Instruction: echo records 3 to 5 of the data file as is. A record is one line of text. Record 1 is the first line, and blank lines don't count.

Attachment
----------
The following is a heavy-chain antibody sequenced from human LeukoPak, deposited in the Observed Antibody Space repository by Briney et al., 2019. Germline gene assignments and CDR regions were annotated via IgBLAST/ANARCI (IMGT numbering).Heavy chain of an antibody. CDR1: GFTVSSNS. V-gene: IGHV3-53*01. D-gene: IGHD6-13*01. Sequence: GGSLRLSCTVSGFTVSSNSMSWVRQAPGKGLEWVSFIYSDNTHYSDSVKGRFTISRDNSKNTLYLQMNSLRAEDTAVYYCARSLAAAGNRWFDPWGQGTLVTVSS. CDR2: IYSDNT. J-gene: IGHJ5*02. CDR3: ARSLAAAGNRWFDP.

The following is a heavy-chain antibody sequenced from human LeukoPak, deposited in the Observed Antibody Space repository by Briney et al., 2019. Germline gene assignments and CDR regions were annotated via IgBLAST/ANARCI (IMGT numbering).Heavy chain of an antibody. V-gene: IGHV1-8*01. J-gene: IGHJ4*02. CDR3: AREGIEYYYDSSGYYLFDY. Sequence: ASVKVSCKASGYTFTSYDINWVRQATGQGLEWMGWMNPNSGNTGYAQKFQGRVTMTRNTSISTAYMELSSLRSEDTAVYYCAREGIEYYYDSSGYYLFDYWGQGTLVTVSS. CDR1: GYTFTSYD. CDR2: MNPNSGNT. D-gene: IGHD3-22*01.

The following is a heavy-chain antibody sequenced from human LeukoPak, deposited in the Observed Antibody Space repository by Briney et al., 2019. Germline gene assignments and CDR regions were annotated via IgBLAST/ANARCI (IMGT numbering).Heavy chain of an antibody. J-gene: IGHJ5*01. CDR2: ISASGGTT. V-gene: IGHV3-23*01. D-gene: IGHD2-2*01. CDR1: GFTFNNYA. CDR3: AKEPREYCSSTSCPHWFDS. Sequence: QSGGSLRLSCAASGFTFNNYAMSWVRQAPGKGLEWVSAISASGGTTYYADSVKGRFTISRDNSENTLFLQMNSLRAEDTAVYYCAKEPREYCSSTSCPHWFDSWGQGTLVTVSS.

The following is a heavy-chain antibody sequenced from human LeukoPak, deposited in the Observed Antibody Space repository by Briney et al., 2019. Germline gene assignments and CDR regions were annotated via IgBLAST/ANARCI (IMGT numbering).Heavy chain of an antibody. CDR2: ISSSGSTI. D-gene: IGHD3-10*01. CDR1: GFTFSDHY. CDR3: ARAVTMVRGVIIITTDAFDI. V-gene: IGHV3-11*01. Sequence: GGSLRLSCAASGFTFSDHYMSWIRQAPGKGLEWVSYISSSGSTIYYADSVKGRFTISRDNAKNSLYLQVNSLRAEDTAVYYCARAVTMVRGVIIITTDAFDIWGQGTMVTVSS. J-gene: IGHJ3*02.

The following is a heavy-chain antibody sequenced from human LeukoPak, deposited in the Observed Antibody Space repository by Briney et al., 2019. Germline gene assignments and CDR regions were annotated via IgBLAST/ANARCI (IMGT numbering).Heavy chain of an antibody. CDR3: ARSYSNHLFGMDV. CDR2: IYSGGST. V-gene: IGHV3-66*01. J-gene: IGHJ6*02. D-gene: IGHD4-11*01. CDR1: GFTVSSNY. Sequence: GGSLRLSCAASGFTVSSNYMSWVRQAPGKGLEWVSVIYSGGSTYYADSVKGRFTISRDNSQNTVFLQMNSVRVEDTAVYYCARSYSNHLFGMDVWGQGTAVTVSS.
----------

The following is a heavy-chain antibody sequenced from human LeukoPak, deposited in the Observed Antibody Space repository by Briney et al., 2019. Germline gene assignments and CDR regions were annotated via IgBLAST/ANARCI (IMGT numbering).Heavy chain of an antibody. J-gene: IGHJ5*01. CDR2: ISASGGTT. V-gene: IGHV3-23*01. D-gene: IGHD2-2*01. CDR1: GFTFNNYA. CDR3: AKEPREYCSSTSCPHWFDS. Sequence: QSGGSLRLSCAASGFTFNNYAMSWVRQAPGKGLEWVSAISASGGTTYYADSVKGRFTISRDNSENTLFLQMNSLRAEDTAVYYCAKEPREYCSSTSCPHWFDSWGQGTLVTVSS.

The following is a heavy-chain antibody sequenced from human LeukoPak, deposited in the Observed Antibody Space repository by Briney et al., 2019. Germline gene assignments and CDR regions were annotated via IgBLAST/ANARCI (IMGT numbering).Heavy chain of an antibody. CDR2: ISSSGSTI. D-gene: IGHD3-10*01. CDR1: GFTFSDHY. CDR3: ARAVTMVRGVIIITTDAFDI. V-gene: IGHV3-11*01. Sequence: GGSLRLSCAASGFTFSDHYMSWIRQAPGKGLEWVSYISSSGSTIYYADSVKGRFTISRDNAKNSLYLQVNSLRAEDTAVYYCARAVTMVRGVIIITTDAFDIWGQGTMVTVSS. J-gene: IGHJ3*02.

The following is a heavy-chain antibody sequenced from human LeukoPak, deposited in the Observed Antibody Space repository by Briney et al., 2019. Germline gene assignments and CDR regions were annotated via IgBLAST/ANARCI (IMGT numbering).Heavy chain of an antibody. CDR3: ARSYSNHLFGMDV. CDR2: IYSGGST. V-gene: IGHV3-66*01. J-gene: IGHJ6*02. D-gene: IGHD4-11*01. CDR1: GFTVSSNY. Sequence: GGSLRLSCAASGFTVSSNYMSWVRQAPGKGLEWVSVIYSGGSTYYADSVKGRFTISRDNSQNTVFLQMNSVRVEDTAVYYCARSYSNHLFGMDVWGQGTAVTVSS.